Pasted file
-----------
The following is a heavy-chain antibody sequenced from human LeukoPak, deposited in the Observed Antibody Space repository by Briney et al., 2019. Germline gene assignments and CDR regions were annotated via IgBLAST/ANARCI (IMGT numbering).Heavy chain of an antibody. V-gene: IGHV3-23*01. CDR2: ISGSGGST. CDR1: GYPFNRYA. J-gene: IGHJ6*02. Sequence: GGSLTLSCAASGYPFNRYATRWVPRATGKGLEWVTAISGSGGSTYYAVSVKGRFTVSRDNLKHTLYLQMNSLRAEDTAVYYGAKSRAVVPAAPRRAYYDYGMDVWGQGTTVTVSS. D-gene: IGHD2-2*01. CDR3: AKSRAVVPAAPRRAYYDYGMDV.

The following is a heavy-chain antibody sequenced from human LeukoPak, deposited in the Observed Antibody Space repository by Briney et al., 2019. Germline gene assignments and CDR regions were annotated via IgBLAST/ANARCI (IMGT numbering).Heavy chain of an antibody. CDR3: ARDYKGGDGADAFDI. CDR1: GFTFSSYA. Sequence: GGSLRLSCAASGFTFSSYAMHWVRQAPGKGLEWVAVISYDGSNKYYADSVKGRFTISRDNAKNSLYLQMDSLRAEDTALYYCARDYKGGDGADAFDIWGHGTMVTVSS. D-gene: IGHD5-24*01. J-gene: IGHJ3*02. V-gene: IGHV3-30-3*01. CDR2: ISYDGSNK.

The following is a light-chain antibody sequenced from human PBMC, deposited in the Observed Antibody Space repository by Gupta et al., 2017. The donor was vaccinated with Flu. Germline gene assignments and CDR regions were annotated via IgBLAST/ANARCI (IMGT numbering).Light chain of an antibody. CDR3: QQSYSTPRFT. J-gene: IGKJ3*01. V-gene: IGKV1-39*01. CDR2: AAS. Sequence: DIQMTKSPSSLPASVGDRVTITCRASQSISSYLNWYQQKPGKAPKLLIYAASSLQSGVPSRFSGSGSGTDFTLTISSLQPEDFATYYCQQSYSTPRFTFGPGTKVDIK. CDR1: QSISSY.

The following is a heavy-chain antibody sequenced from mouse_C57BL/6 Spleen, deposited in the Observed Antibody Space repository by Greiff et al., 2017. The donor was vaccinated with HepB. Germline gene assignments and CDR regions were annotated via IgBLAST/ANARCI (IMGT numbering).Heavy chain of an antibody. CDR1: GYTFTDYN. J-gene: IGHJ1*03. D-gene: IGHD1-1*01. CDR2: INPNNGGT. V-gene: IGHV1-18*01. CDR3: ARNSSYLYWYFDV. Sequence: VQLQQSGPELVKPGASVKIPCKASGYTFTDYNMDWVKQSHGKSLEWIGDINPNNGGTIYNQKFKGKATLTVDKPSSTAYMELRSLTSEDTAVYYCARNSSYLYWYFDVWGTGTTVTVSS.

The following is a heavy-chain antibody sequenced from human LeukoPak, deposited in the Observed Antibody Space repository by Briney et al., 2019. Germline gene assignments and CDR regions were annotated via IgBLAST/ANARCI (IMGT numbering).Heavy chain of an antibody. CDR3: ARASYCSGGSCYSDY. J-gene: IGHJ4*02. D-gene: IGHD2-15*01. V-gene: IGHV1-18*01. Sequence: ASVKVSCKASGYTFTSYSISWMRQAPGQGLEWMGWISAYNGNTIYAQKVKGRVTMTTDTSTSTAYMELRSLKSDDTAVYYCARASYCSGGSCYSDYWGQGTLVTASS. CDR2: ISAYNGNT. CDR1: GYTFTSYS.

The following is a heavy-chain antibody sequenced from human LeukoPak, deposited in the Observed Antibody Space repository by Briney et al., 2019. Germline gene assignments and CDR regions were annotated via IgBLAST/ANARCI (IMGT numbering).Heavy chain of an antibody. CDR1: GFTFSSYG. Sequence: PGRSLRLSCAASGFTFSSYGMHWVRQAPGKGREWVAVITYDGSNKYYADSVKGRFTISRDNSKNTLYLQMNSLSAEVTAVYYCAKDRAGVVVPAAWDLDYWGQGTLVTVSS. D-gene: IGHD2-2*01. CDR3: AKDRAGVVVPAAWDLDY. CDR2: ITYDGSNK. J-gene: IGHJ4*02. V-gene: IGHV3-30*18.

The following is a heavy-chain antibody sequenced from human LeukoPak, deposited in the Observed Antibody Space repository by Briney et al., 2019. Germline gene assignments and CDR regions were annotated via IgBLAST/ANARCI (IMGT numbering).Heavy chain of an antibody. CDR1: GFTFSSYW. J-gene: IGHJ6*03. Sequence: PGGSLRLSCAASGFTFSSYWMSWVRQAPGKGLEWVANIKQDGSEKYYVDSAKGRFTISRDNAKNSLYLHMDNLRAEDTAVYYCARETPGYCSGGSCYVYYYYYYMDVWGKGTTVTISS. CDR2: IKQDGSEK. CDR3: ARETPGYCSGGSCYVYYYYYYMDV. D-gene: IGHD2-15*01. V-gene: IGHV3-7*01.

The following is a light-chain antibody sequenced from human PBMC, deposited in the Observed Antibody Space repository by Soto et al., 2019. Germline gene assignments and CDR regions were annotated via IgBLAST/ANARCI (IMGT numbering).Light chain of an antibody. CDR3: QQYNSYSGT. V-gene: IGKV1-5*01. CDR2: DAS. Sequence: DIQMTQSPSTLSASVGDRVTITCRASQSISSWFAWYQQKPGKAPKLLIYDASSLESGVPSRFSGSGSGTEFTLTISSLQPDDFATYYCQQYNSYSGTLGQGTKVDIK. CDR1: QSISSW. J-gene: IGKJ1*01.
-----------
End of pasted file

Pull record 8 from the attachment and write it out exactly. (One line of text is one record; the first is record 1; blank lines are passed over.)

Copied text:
The following is a light-chain antibody sequenced from human PBMC, deposited in the Observed Antibody Space repository by Soto et al., 2019. Germline gene assignments and CDR regions were annotated via IgBLAST/ANARCI (IMGT numbering).Light chain of an antibody. CDR3: QQYNSYSGT. V-gene: IGKV1-5*01. CDR2: DAS. Sequence: DIQMTQSPSTLSASVGDRVTITCRASQSISSWFAWYQQKPGKAPKLLIYDASSLESGVPSRFSGSGSGTEFTLTISSLQPDDFATYYCQQYNSYSGTLGQGTKVDIK. CDR1: QSISSW. J-gene: IGKJ1*01.